Republic of Bolivia
Republica de Bolivia
Joined United Nations:  14 November 1945
Human Rights as assured by their constitution
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Updated 09 September 2012
La Paz (administrative capital)
Sucre (constitutional capital)
10,290,003 (July 2012 est.)
Juan Evo Morales Ayma
President since 22 January 2006
President and vice president elected on the same ticket by
popular vote for a single five-year term; election last held 6
December 2009

Next scheduled election: 2014
Alvaro Garcia Linera
Vice President since 22 January 2006
The president is both chief of state and head of government
Quechua 30%, mestizo (mixed white and Amerindian ancestry) 30%, Aymara 25%, white 15%
Roman Catholic 95%, Protestant (Evangelical Methodist) 5%
Republic comprised of 9 departments (departamentos, singular - departamento); ; Legal system is based on Spanish
law and Napoleonic Code; has not accepted compulsory ICJ jurisdiction
Executive: president and vice president elected on the same ticket by popular vote for a single five-year term;
election last held 6 December 2009 (next to be held in 2014)
Legislative: bicameral National Congress or Congreso Nacional consists of Chamber of Senators or Camara de
Senadores (27 seats; members are elected by proportional representation from party lists to serve five-year terms)
and Chamber of Deputies or Camara de Diputados (130 seats; 69 are directly elected from their districts and 61 are
elected by proportional representation from party lists to serve five-year terms)
elections: Chamber of Senators and Chamber of Deputies - last held on 6 December 2009 (next to be held in 2015)
Judicial: Supreme Court or Corte Suprema (judges appointed for 10-year terms by National Congress); District
Courts (one in each department); provincial and local courts (to try minor cases)
Spanish 60.7% (official), Quechua 21.2% (official), Aymara 14.6% (official), foreign languages 2.4%, other 1.2%
(2001 census)
Bolivia is one of the poorest and least developed countries in Latin America. Following a disastrous economic crisis
during the early 1980s, reforms spurred private investment, stimulated economic growth, and cut poverty rates in the
1990s. The period 2003-05 was characterized by political instability, racial tensions, and violent protests against
plans - subsequently abandoned - to export Bolivia's newly discovered natural gas reserves to large Northern
Hemisphere markets. In 2005, the government passed a controversial hydrocarbons law that imposed significantly
higher royalties and required foreign firms then operating under risk-sharing contracts to surrender all production to
the state energy company in exchange for a predetermined service fee. The global recession slowed growth, but
Bolivia recorded the highest growth rate in South America during 2009. During 2010-11 increases in world
commodity prices resulted in large trade surpluses. However, a lack of foreign investment in the key sectors of
mining and hydrocarbons and higher food prices pose challenges for the Bolivian economy.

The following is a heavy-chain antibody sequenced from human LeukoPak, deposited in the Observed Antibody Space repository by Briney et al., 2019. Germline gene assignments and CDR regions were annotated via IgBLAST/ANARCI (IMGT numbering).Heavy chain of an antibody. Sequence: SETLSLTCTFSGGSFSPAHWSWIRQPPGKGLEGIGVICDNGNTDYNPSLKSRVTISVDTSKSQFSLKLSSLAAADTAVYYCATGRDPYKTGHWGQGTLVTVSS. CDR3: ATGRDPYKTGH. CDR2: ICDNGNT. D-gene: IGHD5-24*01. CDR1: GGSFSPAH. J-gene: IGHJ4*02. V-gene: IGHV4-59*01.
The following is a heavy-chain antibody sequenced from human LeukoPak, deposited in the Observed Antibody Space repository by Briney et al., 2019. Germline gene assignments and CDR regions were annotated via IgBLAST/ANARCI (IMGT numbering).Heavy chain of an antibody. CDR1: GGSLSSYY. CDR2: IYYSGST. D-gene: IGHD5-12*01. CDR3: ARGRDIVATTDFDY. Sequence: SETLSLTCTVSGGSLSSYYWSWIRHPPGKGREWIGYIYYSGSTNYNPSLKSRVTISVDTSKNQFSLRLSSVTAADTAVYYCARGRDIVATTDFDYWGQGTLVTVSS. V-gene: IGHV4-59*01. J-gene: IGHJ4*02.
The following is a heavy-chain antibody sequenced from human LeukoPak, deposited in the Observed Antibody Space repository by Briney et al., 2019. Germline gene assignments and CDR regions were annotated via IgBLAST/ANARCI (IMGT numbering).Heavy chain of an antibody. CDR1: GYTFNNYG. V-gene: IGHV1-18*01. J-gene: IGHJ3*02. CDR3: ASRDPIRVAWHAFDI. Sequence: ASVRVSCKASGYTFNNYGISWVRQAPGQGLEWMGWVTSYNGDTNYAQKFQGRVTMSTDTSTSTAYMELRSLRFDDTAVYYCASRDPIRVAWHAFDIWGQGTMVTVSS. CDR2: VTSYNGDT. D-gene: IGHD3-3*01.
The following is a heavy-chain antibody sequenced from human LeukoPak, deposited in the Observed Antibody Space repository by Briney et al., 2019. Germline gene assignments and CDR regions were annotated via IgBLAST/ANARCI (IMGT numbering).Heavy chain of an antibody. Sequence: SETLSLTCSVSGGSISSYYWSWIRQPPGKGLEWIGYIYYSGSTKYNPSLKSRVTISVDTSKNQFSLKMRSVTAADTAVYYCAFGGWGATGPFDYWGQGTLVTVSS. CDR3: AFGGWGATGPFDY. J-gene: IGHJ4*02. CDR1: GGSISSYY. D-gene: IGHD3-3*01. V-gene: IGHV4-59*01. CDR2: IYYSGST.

CIA World Factbook (select Bolivia)
Bolivia's current constitution was adopted via referendum in 2009, providing for a unitary secular state.

A group of MEPs acting as election observers oversaw a constitutional referendum in Bolivia that gave more power
to indigenous peoples 25 January 2009. The tightly fought referendum laid out a number of key reforms such as
allowing President Evo Morales to stand for re-election, state control over natural gas and limits on the size of land
people can own.

The governing Movement for Socialism (Movimiento al Socialismo, MAS) is a Left-wing, Socialist political party led
by Evo Morales, founded in 1997. It has governed the country since 2006, following the first ever majority victory
by a single party in the December 2005 elections. MAS evolved out of the movement to defend the interests of coca
growers. Currently, the MAS stands as a party committed to equality, indigenous rights, agrarian land reform,
Constitutional reform as well as nationalization of key industries with an aim to redistribute the returns through
increased social spending. Among the poor, rural and indigenous population the MAS enjoys nearly unanimous

The right-of-center opposition includes a variety of political parties. During the 2005-09 political cycle the largest of
these was PODEMOS, a successor to Nationalist Democratic Action. In the 2009 elections, several parties and
politicians united to form Plan Progreso para Bolivia – Convergencia Nacional, whose presidential candidate,
Manfred Reyes Villa and parliamentary slate came in second in the 2009 elections.
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Chile and Peru rebuff Bolivia's reactivated claim to restore the Atacama corridor, ceded to Chile in 1884, but Chile
offers instead unrestricted but not sovereign maritime access through Chile for Bolivian natural gas and other
commodities; an accord placed the long-disputed Isla Suarez/Ilha de Guajara-Mirim, a fluvial island on the Rio
Mamora, under Bolivian administration in 1958, but sovereignty remains in dispute
U.S. State Department
United Nations Human
Rights Council
Amnesty International
Human Rights Watch
Freedom House
None reported.
World's third-largest cultivator of coca (after Colombia and Peru) with an estimated 29,500 hectares under
cultivation in 2007, increased slightly when compared to 2006; third largest producer of cocaine, estimated at 120
metric tons potential pure cocaine in 2007; transit country for Peruvian and Colombian cocaine destined for Brazil,
Argentina, Chile, Paraguay, and Europe; cultivation generally increasing since 2000, despite eradication and
alternative crop programs; weak border controls; some money-laundering activity related to narcotics trade; major
cocaine consumption (2008)
Centro De Estudios
2011 Human Rights Report: Bolivia
Bureau of Democracy, Human Rights, and Labor
11 Country Reports on Human Rights Practices
24, 2012